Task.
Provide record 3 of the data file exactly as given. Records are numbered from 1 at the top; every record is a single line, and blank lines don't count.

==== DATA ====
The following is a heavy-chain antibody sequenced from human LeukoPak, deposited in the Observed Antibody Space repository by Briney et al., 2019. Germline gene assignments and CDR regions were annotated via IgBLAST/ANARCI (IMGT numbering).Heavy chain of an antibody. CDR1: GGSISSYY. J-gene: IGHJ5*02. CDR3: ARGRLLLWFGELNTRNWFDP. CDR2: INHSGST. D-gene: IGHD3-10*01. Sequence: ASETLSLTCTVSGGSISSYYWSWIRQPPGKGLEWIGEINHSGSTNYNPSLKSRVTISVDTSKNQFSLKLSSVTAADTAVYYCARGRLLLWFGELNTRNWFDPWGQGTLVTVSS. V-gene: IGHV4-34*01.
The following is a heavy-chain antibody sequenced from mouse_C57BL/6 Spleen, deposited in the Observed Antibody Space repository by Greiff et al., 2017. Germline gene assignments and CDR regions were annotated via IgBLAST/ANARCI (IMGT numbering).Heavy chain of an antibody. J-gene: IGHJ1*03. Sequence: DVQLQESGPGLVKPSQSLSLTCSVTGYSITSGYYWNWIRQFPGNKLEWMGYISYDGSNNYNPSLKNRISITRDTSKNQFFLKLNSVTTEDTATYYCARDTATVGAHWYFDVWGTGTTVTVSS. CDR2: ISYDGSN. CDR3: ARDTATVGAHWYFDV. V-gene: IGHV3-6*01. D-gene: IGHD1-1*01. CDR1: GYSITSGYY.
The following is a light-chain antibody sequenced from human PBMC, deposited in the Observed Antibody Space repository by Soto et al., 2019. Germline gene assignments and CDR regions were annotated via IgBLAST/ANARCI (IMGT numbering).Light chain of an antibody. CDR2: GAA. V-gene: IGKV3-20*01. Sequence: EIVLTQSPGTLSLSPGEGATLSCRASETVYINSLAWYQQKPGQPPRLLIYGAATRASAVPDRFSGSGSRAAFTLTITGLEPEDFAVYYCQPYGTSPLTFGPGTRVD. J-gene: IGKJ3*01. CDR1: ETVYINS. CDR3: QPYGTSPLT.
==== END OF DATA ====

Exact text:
The following is a light-chain antibody sequenced from human PBMC, deposited in the Observed Antibody Space repository by Soto et al., 2019. Germline gene assignments and CDR regions were annotated via IgBLAST/ANARCI (IMGT numbering).Light chain of an antibody. CDR2: GAA. V-gene: IGKV3-20*01. Sequence: EIVLTQSPGTLSLSPGEGATLSCRASETVYINSLAWYQQKPGQPPRLLIYGAATRASAVPDRFSGSGSRAAFTLTITGLEPEDFAVYYCQPYGTSPLTFGPGTRVD. J-gene: IGKJ3*01. CDR1: ETVYINS. CDR3: QPYGTSPLT.